How '10 Things I Hate About You' Inspired A Generation Of Feminists
For the most part, the output of the golden age of '90s teen movies is fun and memorable, but not especially empowering. For every Sidney Prescott stamping out serial killers like ants, there is a football girlfriend whose most important scene happens while she's clad in a whipped cream bikini and a "nerdy" girl who is secretly hot, if only she'd take her glasses off. Into that problematic landscape roared Kat Stratford, the Betty Friedan-reading, camo-wearing, introverted sarcasm queen of Padua High School. 10 Things I Hate About You isn't without its flaws in terms of its gender politics; but when looked at as a part of that larger picture, the movie stands out because of its progressive heroine. Kat Stratford and 10 Things I Hate About You should be credited for awakening a generation of feminists.
As you probably know, 10 Things is a loose adaptation of one of William Shakespeare's most troublingly out-of-date plays, The Taming Of The Shrew. It's about a nobleman named Petruchio who uses all manner of oppressive tricks to bring the headstrong Katherina to submission, romantic and otherwise. The "happy ending" is their wedding, and my head nearly exploded when I read it in high school. It's a bold move to update a literary minefield like that for a modern audience, but 10 Things does an admirable job, starting with Kat herself.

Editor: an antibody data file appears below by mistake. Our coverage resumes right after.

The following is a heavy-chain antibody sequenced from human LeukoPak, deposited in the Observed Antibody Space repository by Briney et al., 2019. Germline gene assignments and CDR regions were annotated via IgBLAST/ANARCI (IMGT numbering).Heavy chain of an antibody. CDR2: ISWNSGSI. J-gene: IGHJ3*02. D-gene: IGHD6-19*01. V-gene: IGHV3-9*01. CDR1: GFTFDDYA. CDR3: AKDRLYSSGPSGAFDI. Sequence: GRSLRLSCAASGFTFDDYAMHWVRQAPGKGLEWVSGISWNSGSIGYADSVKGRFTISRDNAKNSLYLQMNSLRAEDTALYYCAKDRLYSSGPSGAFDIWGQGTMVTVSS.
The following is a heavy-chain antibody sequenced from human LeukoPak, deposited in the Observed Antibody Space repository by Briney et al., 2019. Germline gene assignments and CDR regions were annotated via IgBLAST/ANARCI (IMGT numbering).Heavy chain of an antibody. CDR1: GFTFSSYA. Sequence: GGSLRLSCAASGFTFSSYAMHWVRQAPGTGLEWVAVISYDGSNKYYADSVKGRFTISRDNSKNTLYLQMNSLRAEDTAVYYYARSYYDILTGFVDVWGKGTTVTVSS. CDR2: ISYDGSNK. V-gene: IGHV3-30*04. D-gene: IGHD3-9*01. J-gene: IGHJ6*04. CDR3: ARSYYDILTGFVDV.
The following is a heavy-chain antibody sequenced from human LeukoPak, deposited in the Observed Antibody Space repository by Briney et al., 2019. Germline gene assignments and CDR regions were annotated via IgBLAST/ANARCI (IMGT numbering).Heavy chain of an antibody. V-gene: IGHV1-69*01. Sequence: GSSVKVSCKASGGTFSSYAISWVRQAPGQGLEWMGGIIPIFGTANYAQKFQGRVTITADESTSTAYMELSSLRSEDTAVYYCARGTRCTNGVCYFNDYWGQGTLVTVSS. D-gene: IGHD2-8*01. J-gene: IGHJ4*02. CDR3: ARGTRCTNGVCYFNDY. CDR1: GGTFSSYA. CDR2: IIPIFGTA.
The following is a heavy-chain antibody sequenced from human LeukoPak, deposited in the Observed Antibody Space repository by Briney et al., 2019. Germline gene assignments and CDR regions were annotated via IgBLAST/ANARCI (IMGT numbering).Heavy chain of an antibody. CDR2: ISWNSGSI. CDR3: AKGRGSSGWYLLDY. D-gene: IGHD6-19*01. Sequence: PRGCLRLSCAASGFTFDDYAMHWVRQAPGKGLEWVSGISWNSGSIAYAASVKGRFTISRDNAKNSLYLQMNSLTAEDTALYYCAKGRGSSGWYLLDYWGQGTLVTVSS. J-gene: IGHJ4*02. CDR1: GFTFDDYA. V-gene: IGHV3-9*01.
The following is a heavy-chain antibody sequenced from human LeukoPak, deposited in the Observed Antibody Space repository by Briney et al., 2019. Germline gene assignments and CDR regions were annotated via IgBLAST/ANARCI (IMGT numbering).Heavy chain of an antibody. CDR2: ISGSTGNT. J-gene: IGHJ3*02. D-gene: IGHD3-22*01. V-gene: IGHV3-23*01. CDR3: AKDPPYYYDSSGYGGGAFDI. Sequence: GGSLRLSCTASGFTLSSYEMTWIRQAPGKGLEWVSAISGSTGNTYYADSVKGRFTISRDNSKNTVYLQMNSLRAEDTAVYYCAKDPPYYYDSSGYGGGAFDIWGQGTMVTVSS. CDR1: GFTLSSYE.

10 Things was Julia Stiles' break-out for good reason. Her Kat has a biting wit and a fully armed defensive posture that can't completely hide her love for her family or her general compassion. ("You don't always have to be who they want you to be, you know.") Stiles makes Kat real and accessible without straining too hard to make her "likable." The heroine eventually lets her guard down around her sister, father, and love interest Patrick, but she still doesn't give a damn what the rest of the world thinks of her. And she doesn't compromise her liberal college plans to stick around town and be a girlfriend.
Bustle's own '90s throwback podcast, Be Kind Rewind, talks 10 Things I Hate About You and Kat's feminist legacy in the latest episode. You can click below to listen.
The issues that I have with Kat's story orbit around how she became the prickly, anti-social senior she is during the events of the movie. When she was younger, she was humiliated and betrayed by Joey, the class stud and bully. The implication is that her shame and anger drove her into becoming interested in women's issues, possibly supporting the idiotic theory that female feminists are women who aren't loved up enough to accept second-class status. But from another angle, the story goes like this: a trauma leads Kat to learn more about herself and the world. And her activist mindset doesn't shut off once she gets a nice boyfriend.
In fact, as Kat discovers the inner-strength that allows her to articulate her feelings to the people close to her, they stop asking her to change. Bianca takes her advice about Joey (eventually) and sacrifices some social cred to be true to herself. Kat's overprotective father encourages her to move across the country to go to her dream school. And Patrick's big end-of-movie romantic gesture is to secretly invite Kat's favorite female-fronted rock band to play the Padua prom, a symbol that (in Mark Darcy parlance) he likes her, just as she is.
Yeah, 10 Things I Hate About You is heteronormative. Sure, everyone in it is conventionally beautiful and well-dressed. But for me and probably many women in my generation, watching Kat Stratford verbally obliterate a sexist classmate to her teacher's delight was the beginning of a new era: one where high school norms didn't have to mean much of anything and a girl who had more on her mind than pleasing other people could be the star.
Images: Walt Disney Studios; Giphy (3)